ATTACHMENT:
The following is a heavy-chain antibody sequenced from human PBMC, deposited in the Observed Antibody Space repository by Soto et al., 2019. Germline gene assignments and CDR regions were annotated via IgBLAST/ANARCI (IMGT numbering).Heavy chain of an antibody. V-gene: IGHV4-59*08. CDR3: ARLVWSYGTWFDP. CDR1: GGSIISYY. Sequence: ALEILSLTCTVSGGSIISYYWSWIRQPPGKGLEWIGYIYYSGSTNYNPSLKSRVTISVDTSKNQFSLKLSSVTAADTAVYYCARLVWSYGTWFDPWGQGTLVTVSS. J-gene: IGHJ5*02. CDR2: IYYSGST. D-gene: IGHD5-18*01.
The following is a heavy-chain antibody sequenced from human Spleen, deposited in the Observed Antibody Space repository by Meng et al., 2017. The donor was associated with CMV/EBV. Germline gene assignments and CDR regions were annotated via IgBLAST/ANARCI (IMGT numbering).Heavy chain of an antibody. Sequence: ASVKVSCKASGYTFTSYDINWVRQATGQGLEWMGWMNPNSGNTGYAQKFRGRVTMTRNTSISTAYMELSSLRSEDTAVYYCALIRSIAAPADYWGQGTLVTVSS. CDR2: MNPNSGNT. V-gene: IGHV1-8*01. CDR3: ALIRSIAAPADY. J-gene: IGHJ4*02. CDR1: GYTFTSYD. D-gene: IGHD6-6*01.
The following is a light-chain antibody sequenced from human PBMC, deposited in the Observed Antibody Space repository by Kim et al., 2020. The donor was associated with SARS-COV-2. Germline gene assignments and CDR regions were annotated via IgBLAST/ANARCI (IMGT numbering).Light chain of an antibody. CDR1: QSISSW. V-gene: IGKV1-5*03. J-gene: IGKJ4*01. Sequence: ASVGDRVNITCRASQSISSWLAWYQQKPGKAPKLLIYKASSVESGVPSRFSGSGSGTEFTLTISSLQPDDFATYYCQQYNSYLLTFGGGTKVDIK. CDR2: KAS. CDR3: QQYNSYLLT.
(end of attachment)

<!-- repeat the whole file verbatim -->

The following is a heavy-chain antibody sequenced from human PBMC, deposited in the Observed Antibody Space repository by Soto et al., 2019. Germline gene assignments and CDR regions were annotated via IgBLAST/ANARCI (IMGT numbering).Heavy chain of an antibody. V-gene: IGHV4-59*08. CDR3: ARLVWSYGTWFDP. CDR1: GGSIISYY. Sequence: ALEILSLTCTVSGGSIISYYWSWIRQPPGKGLEWIGYIYYSGSTNYNPSLKSRVTISVDTSKNQFSLKLSSVTAADTAVYYCARLVWSYGTWFDPWGQGTLVTVSS. J-gene: IGHJ5*02. CDR2: IYYSGST. D-gene: IGHD5-18*01.
The following is a heavy-chain antibody sequenced from human Spleen, deposited in the Observed Antibody Space repository by Meng et al., 2017. The donor was associated with CMV/EBV. Germline gene assignments and CDR regions were annotated via IgBLAST/ANARCI (IMGT numbering).Heavy chain of an antibody. Sequence: ASVKVSCKASGYTFTSYDINWVRQATGQGLEWMGWMNPNSGNTGYAQKFRGRVTMTRNTSISTAYMELSSLRSEDTAVYYCALIRSIAAPADYWGQGTLVTVSS. CDR2: MNPNSGNT. V-gene: IGHV1-8*01. CDR3: ALIRSIAAPADY. J-gene: IGHJ4*02. CDR1: GYTFTSYD. D-gene: IGHD6-6*01.
The following is a light-chain antibody sequenced from human PBMC, deposited in the Observed Antibody Space repository by Kim et al., 2020. The donor was associated with SARS-COV-2. Germline gene assignments and CDR regions were annotated via IgBLAST/ANARCI (IMGT numbering).Light chain of an antibody. CDR1: QSISSW. V-gene: IGKV1-5*03. J-gene: IGKJ4*01. Sequence: ASVGDRVNITCRASQSISSWLAWYQQKPGKAPKLLIYKASSVESGVPSRFSGSGSGTEFTLTISSLQPDDFATYYCQQYNSYLLTFGGGTKVDIK. CDR2: KAS. CDR3: QQYNSYLLT.